Legend has it that a Japanese shogun was dismayed when he dropped his favorite tea bowl. Since the bowl was made in China, he sent it back to China for repair. What was returned to him was his bowl with ugly staples.

The shogun asked Japanese craftsmen whether they could repair his bowl in a way that made it more pleasing to look at. What resulted was a bowl that accented the broken lines rather than just rejoining them to the bowl. The accented breakage lines added value to the bowl and gave it an inspirational quality connoting the value of finding beauty in the renewal of broken things. See an example here.

The concept of Kintsugi applies to humans as it does to ceramics. Throughout the history of humankind, there have been remarkable achievements by persons who were once broken but went on to live purposeful lives.

The Japanese craftsman who practices Kintsugi developed a craft out of restoring broken ceramics. Think of the craft involved in repairing broken humans. While every broken person is different the Kintsugi of human recovery is largely one of

  • Reestablishing safety in their lives
  • Discovering others who care for them
  • Trusting others as guides
  • Experiencing a crucible moment where the future becomes visible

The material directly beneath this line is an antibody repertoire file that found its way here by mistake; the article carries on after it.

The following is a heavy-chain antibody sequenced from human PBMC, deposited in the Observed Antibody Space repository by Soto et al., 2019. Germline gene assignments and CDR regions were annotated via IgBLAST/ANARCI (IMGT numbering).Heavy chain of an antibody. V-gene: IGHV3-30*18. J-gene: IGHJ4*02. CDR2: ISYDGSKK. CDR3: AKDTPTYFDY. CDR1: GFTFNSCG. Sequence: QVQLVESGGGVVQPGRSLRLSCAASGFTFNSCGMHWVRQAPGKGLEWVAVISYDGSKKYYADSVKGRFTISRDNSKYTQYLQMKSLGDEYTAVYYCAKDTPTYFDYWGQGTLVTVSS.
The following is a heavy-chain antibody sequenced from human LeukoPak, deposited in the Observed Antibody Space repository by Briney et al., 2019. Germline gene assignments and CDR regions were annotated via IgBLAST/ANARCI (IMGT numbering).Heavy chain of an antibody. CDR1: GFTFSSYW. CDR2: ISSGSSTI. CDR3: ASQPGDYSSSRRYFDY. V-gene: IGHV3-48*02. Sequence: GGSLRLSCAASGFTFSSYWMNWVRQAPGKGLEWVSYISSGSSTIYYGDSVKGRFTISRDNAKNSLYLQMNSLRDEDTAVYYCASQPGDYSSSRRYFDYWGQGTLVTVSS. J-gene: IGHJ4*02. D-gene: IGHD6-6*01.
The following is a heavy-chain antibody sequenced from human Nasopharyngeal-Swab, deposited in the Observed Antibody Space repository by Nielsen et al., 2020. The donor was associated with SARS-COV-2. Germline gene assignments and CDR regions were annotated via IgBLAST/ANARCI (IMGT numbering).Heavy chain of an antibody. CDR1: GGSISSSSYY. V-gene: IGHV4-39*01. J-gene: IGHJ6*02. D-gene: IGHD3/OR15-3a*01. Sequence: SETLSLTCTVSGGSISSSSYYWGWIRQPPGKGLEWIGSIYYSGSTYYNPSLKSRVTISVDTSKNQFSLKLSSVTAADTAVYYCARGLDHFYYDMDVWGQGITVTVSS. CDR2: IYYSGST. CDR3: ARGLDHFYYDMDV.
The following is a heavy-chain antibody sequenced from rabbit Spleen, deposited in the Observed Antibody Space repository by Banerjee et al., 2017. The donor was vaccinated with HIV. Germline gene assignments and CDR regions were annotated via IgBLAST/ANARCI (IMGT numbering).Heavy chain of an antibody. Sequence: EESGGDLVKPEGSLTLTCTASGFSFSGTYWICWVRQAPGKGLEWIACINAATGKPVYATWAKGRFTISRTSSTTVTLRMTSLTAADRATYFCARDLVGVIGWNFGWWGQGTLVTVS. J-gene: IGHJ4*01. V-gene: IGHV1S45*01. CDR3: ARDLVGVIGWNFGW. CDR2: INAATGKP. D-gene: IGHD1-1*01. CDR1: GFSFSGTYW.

• Learning how to practice self-reflection
  • Embracing regret and learning from it
  • Building internal confidence of self-worth

Unlike the Kintsugi craftsman in Japan, all of us can practice Kintsugi with those who are struggling. Imagine if we approached others with a Kintsugi attitude and the impact that would have on our society. How would that differ from our current approach which is often very unforgiving?

Shame, humiliation, penalties, lost opportunities, and other forms of retribution are more common than in Kintsugi. Toughness is valued more than reaching out and lifting up. Those from favored backgrounds get second chances while those who face biased stereotypes do not.

How might we as a society increase our capacity for Kintsugi and faith in the ultimate goodness of those who have struggled in life?

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 “Kintsugi is based on the belief that something broken is stronger and more beautiful because of its imperfections, the history attached to it, and its altered state.” – JoAnn V Glim

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